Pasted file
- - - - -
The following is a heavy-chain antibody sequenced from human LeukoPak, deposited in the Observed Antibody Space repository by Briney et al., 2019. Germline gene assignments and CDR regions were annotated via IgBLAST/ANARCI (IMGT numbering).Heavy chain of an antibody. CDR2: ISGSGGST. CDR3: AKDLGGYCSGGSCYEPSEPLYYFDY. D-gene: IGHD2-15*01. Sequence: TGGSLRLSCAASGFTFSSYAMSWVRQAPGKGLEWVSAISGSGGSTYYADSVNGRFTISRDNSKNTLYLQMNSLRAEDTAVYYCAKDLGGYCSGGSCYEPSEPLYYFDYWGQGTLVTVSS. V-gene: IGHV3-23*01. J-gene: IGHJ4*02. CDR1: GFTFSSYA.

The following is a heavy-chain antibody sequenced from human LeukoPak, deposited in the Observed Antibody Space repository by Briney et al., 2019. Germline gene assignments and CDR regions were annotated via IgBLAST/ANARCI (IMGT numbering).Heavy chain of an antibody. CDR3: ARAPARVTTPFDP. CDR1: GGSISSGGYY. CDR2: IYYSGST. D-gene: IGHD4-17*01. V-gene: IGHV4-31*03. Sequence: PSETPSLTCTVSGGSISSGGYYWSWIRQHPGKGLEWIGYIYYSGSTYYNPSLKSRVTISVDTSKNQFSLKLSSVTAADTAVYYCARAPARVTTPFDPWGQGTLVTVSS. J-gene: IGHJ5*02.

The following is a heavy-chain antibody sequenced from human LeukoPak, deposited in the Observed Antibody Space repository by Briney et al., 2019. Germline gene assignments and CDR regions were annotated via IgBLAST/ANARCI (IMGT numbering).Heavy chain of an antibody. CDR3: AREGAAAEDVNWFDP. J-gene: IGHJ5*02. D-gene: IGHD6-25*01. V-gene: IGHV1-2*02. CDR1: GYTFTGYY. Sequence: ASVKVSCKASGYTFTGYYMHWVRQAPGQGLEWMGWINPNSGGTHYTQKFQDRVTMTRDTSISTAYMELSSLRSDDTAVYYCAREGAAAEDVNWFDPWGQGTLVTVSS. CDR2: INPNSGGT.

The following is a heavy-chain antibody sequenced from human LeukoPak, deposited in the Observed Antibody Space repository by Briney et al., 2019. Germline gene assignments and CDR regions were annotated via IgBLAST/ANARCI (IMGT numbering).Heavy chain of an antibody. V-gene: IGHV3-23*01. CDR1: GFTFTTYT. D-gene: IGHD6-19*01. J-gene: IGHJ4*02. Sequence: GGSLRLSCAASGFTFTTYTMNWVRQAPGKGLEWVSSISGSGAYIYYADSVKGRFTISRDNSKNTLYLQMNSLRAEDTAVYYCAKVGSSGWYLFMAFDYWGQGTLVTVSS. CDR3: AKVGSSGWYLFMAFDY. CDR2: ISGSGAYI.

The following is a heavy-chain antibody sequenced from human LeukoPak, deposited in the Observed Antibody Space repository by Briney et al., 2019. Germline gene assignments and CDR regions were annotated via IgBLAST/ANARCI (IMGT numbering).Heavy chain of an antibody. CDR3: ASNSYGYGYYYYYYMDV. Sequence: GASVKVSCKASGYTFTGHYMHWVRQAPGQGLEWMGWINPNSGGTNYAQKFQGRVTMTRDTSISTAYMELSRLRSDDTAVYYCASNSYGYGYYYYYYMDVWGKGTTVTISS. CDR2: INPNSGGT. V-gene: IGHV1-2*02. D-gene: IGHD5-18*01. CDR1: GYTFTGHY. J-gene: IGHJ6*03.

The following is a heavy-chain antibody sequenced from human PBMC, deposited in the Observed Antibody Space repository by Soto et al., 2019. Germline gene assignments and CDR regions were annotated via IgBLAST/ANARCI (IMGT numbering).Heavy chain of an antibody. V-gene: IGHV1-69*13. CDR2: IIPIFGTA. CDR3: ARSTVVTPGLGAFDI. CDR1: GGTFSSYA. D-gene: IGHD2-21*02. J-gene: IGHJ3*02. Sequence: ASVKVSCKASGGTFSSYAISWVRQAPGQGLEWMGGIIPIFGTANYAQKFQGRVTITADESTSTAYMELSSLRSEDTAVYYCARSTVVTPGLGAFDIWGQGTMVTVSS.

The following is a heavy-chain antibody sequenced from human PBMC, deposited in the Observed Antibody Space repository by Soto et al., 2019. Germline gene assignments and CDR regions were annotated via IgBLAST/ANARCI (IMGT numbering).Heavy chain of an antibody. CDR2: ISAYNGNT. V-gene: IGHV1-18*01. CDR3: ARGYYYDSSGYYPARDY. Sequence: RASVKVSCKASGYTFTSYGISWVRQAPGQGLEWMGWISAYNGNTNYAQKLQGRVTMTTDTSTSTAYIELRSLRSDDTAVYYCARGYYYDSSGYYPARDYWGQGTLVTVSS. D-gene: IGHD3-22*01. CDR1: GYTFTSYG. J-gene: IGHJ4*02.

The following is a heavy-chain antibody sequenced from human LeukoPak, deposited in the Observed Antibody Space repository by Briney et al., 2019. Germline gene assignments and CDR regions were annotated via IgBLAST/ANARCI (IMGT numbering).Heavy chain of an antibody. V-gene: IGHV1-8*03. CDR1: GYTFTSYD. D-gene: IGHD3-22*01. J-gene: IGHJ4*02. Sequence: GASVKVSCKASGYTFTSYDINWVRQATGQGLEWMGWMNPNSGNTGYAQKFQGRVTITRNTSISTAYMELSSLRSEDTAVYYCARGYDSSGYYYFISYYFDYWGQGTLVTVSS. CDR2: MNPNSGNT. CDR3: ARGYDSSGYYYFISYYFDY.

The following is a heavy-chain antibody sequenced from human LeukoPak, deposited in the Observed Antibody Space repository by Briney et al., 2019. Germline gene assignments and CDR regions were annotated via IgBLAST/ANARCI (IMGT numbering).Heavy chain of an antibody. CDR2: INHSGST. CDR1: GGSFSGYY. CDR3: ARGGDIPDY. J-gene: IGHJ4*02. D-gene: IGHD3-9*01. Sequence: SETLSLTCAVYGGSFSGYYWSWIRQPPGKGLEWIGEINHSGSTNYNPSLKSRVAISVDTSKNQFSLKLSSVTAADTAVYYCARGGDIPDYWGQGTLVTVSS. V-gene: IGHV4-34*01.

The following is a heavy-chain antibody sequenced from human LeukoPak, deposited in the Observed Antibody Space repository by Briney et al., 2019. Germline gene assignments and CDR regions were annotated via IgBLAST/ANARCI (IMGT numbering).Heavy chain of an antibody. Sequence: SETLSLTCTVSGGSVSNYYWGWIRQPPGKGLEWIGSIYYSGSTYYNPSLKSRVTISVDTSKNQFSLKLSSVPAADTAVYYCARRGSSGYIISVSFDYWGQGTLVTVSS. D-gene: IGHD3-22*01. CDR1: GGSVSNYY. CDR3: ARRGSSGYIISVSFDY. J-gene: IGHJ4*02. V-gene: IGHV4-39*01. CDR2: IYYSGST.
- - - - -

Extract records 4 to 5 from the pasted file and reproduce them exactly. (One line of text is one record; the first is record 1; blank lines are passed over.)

The following is a heavy-chain antibody sequenced from human LeukoPak, deposited in the Observed Antibody Space repository by Briney et al., 2019. Germline gene assignments and CDR regions were annotated via IgBLAST/ANARCI (IMGT numbering).Heavy chain of an antibody. V-gene: IGHV3-23*01. CDR1: GFTFTTYT. D-gene: IGHD6-19*01. J-gene: IGHJ4*02. Sequence: GGSLRLSCAASGFTFTTYTMNWVRQAPGKGLEWVSSISGSGAYIYYADSVKGRFTISRDNSKNTLYLQMNSLRAEDTAVYYCAKVGSSGWYLFMAFDYWGQGTLVTVSS. CDR3: AKVGSSGWYLFMAFDY. CDR2: ISGSGAYI.

The following is a heavy-chain antibody sequenced from human LeukoPak, deposited in the Observed Antibody Space repository by Briney et al., 2019. Germline gene assignments and CDR regions were annotated via IgBLAST/ANARCI (IMGT numbering).Heavy chain of an antibody. CDR3: ASNSYGYGYYYYYYMDV. Sequence: GASVKVSCKASGYTFTGHYMHWVRQAPGQGLEWMGWINPNSGGTNYAQKFQGRVTMTRDTSISTAYMELSRLRSDDTAVYYCASNSYGYGYYYYYYMDVWGKGTTVTISS. CDR2: INPNSGGT. V-gene: IGHV1-2*02. D-gene: IGHD5-18*01. CDR1: GYTFTGHY. J-gene: IGHJ6*03.